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Steve Chiotakis: Transportation Secretary Ray LaHood has a goal of banning cell phone use behind the wheel. Among his reasons — new research that shows as many as 1 in 4 car crashes is the result of
texting or talking while driving. But while LaHood takes a hard line, automakers are veering the other way. From the Marketplace Transportation Desk, here’s Collin Campbell.
Collin Campbell: Ray LaHood’s list for what we’re not allowed to do behind the wheel is a long one.
Ray LaHood: If you’re eating a hamburger, combing your hair, shaving, putting eye makeup on, trying to get a disruptive child in the back seat to behave — those are all distractions.
The distraction he is most focused on is your cell phone. Last week, LaHood helped to launch a nonprofit group which will publicize the stories of those hurt or killed by distracted drivers.
But his effort faces a technological tidal wave. Phones now come with driving directions. Hands-free Bluetooth devices are getting better. And automakers are creating dashboards that look more like laptops.
Car commercial: You’re about to see a major shift in the way you interact with your car.
Ford is promoting models that will bring Twitter to cars and touch screen-instruments that connect drivers with their gadgets.
Car commercial: Keep in touch by phone (“Hi, it’s Sarah”) and text.
And the DOT is creating a new system for cars to talk to each other, which could evolve into something like the Internet on wheels.
Shelly Rowe is head of the agency’s research arm:
Shelly Rowe: If we can create tise ability for vehicles to communicate amongst themselves and with the roadway, then it is a platform on which other applications can run, much like the Internet.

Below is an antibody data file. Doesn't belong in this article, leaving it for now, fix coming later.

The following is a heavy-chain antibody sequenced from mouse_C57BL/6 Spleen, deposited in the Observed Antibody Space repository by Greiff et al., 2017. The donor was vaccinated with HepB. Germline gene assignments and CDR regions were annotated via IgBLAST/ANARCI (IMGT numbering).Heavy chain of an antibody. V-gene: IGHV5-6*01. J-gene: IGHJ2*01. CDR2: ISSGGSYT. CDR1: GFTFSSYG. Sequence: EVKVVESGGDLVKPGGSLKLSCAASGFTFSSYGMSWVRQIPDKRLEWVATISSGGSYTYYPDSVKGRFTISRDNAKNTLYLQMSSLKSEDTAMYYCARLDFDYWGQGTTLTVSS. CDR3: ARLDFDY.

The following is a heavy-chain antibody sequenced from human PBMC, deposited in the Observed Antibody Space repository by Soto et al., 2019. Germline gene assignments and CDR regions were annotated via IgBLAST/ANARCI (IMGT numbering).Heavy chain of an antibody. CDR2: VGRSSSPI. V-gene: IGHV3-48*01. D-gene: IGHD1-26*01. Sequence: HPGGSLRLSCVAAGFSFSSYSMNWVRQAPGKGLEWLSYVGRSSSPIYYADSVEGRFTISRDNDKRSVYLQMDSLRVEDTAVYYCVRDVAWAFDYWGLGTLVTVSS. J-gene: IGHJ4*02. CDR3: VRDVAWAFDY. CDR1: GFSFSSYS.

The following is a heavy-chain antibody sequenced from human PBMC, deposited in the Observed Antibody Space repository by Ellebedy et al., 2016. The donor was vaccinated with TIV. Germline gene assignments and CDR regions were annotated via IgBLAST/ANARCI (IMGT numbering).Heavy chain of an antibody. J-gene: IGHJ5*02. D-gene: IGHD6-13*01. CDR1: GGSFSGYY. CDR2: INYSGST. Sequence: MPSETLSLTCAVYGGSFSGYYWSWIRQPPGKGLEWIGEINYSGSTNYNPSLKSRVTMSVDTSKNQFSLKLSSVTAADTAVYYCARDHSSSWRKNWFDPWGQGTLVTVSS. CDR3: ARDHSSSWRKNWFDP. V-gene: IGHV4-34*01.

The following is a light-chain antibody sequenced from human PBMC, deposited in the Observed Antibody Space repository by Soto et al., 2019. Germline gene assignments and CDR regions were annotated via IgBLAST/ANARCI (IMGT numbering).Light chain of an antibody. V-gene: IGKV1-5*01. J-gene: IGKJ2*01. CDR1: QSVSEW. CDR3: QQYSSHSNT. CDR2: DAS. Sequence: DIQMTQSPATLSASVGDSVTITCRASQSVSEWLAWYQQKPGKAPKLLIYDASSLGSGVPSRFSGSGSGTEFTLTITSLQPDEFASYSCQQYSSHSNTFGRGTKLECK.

Rowe says there will be strong safety requirements for software developers. One option is smart sensor technology, which would turn off devices based on speed or other risk factors.
Russell Shields is the chairman of Ygomi, a company that makes auto electronics. He says driving conditions would be assigned a safety ranking.
Russell Shields: So zero you’re stopped. Nine you’re driving like an idiot. And have the systems like your mobile phone use those codes to determine what you can do. So if you’re turning left, it won’t allow the phone to ring.
Secretary LaHood says he doesn’t have the power to stop car makers from bringing Internet apps into the driver’s seat. But this Spring, the DOT will pay for police in some states to try and catch drivers on their phones. That way, if LaHood gets what he wants — a nationwide ban on cell phone use by drivers — he’ll be ready to enforce it.
In Washington, I’m Collin Campbell for Marketplace.
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